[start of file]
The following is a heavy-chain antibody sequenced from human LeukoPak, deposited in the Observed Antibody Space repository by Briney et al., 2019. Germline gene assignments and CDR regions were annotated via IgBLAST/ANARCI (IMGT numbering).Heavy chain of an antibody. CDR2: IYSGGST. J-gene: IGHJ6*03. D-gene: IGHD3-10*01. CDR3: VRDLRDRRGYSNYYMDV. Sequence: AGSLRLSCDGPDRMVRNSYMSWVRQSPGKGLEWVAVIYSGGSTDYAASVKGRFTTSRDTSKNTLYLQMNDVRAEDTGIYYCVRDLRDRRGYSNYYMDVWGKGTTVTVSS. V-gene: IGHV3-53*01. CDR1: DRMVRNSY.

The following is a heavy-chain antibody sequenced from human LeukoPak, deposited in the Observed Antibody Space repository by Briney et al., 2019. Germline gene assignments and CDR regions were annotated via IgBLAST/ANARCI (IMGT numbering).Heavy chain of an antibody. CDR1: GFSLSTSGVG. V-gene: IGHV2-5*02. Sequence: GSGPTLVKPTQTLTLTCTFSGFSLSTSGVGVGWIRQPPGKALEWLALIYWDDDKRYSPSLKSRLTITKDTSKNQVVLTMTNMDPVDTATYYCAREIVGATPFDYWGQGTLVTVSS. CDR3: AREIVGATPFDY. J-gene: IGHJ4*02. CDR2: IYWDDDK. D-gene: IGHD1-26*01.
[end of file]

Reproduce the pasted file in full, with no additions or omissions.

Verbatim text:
The following is a heavy-chain antibody sequenced from human LeukoPak, deposited in the Observed Antibody Space repository by Briney et al., 2019. Germline gene assignments and CDR regions were annotated via IgBLAST/ANARCI (IMGT numbering).Heavy chain of an antibody. CDR2: IYSGGST. J-gene: IGHJ6*03. D-gene: IGHD3-10*01. CDR3: VRDLRDRRGYSNYYMDV. Sequence: AGSLRLSCDGPDRMVRNSYMSWVRQSPGKGLEWVAVIYSGGSTDYAASVKGRFTTSRDTSKNTLYLQMNDVRAEDTGIYYCVRDLRDRRGYSNYYMDVWGKGTTVTVSS. V-gene: IGHV3-53*01. CDR1: DRMVRNSY.

The following is a heavy-chain antibody sequenced from human LeukoPak, deposited in the Observed Antibody Space repository by Briney et al., 2019. Germline gene assignments and CDR regions were annotated via IgBLAST/ANARCI (IMGT numbering).Heavy chain of an antibody. CDR1: GFSLSTSGVG. V-gene: IGHV2-5*02. Sequence: GSGPTLVKPTQTLTLTCTFSGFSLSTSGVGVGWIRQPPGKALEWLALIYWDDDKRYSPSLKSRLTITKDTSKNQVVLTMTNMDPVDTATYYCAREIVGATPFDYWGQGTLVTVSS. CDR3: AREIVGATPFDY. J-gene: IGHJ4*02. CDR2: IYWDDDK. D-gene: IGHD1-26*01.